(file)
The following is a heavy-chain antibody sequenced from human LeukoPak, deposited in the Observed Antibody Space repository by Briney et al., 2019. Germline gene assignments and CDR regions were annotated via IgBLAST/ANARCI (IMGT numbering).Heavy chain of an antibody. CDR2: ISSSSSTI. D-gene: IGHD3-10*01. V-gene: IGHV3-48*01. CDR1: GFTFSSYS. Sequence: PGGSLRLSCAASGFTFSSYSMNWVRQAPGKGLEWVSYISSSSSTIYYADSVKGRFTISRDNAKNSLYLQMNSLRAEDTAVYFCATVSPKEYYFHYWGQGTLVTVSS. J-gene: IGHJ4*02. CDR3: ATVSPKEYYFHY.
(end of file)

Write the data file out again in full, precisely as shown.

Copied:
The following is a heavy-chain antibody sequenced from human LeukoPak, deposited in the Observed Antibody Space repository by Briney et al., 2019. Germline gene assignments and CDR regions were annotated via IgBLAST/ANARCI (IMGT numbering).Heavy chain of an antibody. CDR2: ISSSSSTI. D-gene: IGHD3-10*01. V-gene: IGHV3-48*01. CDR1: GFTFSSYS. Sequence: PGGSLRLSCAASGFTFSSYSMNWVRQAPGKGLEWVSYISSSSSTIYYADSVKGRFTISRDNAKNSLYLQMNSLRAEDTAVYFCATVSPKEYYFHYWGQGTLVTVSS. J-gene: IGHJ4*02. CDR3: ATVSPKEYYFHY.